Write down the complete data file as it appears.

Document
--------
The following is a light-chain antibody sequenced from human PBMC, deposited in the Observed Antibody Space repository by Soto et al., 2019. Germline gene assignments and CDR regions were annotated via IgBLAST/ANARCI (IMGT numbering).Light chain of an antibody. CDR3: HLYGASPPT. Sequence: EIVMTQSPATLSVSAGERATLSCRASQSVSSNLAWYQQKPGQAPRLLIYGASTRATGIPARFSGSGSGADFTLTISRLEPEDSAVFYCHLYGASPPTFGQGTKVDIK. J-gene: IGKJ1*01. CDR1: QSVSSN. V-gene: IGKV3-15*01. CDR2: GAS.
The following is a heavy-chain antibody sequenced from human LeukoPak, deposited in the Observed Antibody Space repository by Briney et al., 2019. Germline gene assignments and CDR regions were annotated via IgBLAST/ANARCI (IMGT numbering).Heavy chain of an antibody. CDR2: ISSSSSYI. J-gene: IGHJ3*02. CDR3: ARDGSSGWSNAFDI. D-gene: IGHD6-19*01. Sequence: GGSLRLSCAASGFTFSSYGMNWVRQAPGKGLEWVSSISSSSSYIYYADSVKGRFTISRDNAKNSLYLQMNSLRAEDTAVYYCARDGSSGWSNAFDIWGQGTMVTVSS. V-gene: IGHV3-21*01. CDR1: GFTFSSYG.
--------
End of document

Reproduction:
The following is a light-chain antibody sequenced from human PBMC, deposited in the Observed Antibody Space repository by Soto et al., 2019. Germline gene assignments and CDR regions were annotated via IgBLAST/ANARCI (IMGT numbering).Light chain of an antibody. CDR3: HLYGASPPT. Sequence: EIVMTQSPATLSVSAGERATLSCRASQSVSSNLAWYQQKPGQAPRLLIYGASTRATGIPARFSGSGSGADFTLTISRLEPEDSAVFYCHLYGASPPTFGQGTKVDIK. J-gene: IGKJ1*01. CDR1: QSVSSN. V-gene: IGKV3-15*01. CDR2: GAS.
The following is a heavy-chain antibody sequenced from human LeukoPak, deposited in the Observed Antibody Space repository by Briney et al., 2019. Germline gene assignments and CDR regions were annotated via IgBLAST/ANARCI (IMGT numbering).Heavy chain of an antibody. CDR2: ISSSSSYI. J-gene: IGHJ3*02. CDR3: ARDGSSGWSNAFDI. D-gene: IGHD6-19*01. Sequence: GGSLRLSCAASGFTFSSYGMNWVRQAPGKGLEWVSSISSSSSYIYYADSVKGRFTISRDNAKNSLYLQMNSLRAEDTAVYYCARDGSSGWSNAFDIWGQGTMVTVSS. V-gene: IGHV3-21*01. CDR1: GFTFSSYG.